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- The following topics will be covered in this lecture:
- Extending the concept of random vectors – stochastic processes
- Continiuity in probability
- Separability
- Gaussian stochastic processes
- Wiener Processes

We are now familiar with the

**Gaussian model for a random state**, and its**centrality due to the central limit theorem**.- Likewise, we have developed a variety of tools to extend the Gaussian model, and to efficiently simulate it numerically.

We will now make a fundamental leap that will allow us to model time-varying random processes – i.e., we will introduce

**stochastic processes**.A

**stochastic process**is an**infinite collection of random variables**.We will ultimately use this object to model uncertain signals based on mechanistic processes;

- however, we want to emphasize from the beginning that a
**stochastic process is just a generalization of a random variable / vector**.

- however, we want to emphasize from the beginning that a
However, unlike a random vector \( \pmb{x}\in\mathbb{R}^{N_x} \), a stochastic process requires considerably more care.

- This is due to the fact that a stochastic process \( \pmb{x}_t \) is the
**generalization of a random vector into infinite dimensions**.

- This is due to the fact that a stochastic process \( \pmb{x}_t \) is the

Stochastic Processes

Astochastic processis a family of random variables, \( X(\omega, t) \), indexed by a real parameter \( t \in T \) and defined on a common probability space \( (\Omega, A, \mathcal{P} ) \).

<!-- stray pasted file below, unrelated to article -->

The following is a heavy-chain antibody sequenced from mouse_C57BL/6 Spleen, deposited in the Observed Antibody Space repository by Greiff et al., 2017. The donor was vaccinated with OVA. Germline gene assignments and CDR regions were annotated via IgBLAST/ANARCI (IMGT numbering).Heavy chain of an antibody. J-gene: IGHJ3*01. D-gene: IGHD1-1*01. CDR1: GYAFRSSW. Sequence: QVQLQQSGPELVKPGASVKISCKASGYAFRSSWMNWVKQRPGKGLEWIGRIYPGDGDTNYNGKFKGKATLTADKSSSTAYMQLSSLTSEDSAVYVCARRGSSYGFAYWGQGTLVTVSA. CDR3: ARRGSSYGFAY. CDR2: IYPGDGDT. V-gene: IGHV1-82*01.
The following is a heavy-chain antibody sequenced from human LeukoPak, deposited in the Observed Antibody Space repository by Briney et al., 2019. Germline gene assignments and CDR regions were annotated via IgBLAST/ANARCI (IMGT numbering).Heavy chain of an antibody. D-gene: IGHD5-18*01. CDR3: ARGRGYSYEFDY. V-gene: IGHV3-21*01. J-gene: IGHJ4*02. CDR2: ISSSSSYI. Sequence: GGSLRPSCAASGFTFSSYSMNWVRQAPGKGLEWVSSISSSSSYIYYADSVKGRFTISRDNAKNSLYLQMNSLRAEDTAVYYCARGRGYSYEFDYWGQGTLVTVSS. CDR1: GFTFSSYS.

The “real parameter \( t \)” in the above is almost always taken a time variable.

Thus, a random process can be thought of as a

**function that takes both the sample point and time as arguments**.Hence, we will often use the notation \( X(\omega, t) \), or \( X_t \) for short, to denote a random variable depending on time.

Note, in many cases we will actually

**consider time to be discrete in nature**;- this is a consequence, in part, of the fact that we
**often have measurements discretely and not continuously in time**.

- this is a consequence, in part, of the fact that we
If the parameter set \( T = \mathbb{N} \), the natural numbers, then \( X_t \) is often called a random sequence to reflect the discrete nature of the time parameter.

- In this case, we will often use a notation such as \( X_k \) corresponding to a sequence of times \( \{t_0, t_1, \cdots, t_k, \cdots\} \) to denote the discrete nature of the time variable.

On the other hand, if \( T = \mathbb{R} \), then \( X_t \) is called either a random function or process.

We should also note that the values of \( X_t \), for a fixed value of \( t \),

**can also be a discrete or continuous random variable**.If we look at random processes in a certain way, we can see that they are a

**natural extension of the idea of random vectors to infinite collections**:

\[ \begin{align} &\begin{matrix}\text{Random variable} & X \end{matrix} & \begin{matrix}\text{Random vector} & & \pmb{x}^\top:= \begin{pmatrix} X_1 & \cdots & X_{N_x}\end{pmatrix}\end{matrix}\\\\ &\begin{matrix}\text{Random sequence} & \begin{pmatrix} \cdots & X_k & \cdots \end{pmatrix}\end{matrix} & \begin{matrix} \text{Random process} & \begin{pmatrix} \cdots & X_t & \cdots \end{pmatrix}\end{matrix} \end{align} \]

- The key notion to take away is that a
**random process is a set of time functions**, each of which is one possible outcome, \( \omega \), out of the set of all possible outcomes, \( \Omega \). - A random variable returns a real number, and a random process
**returns a continuously indexed collection of real numbers or a real-valued function**.

As a quick example, consider a sine wave with an amplitude given as a random variable taking on values from −1 to 1 with a uniform distribution: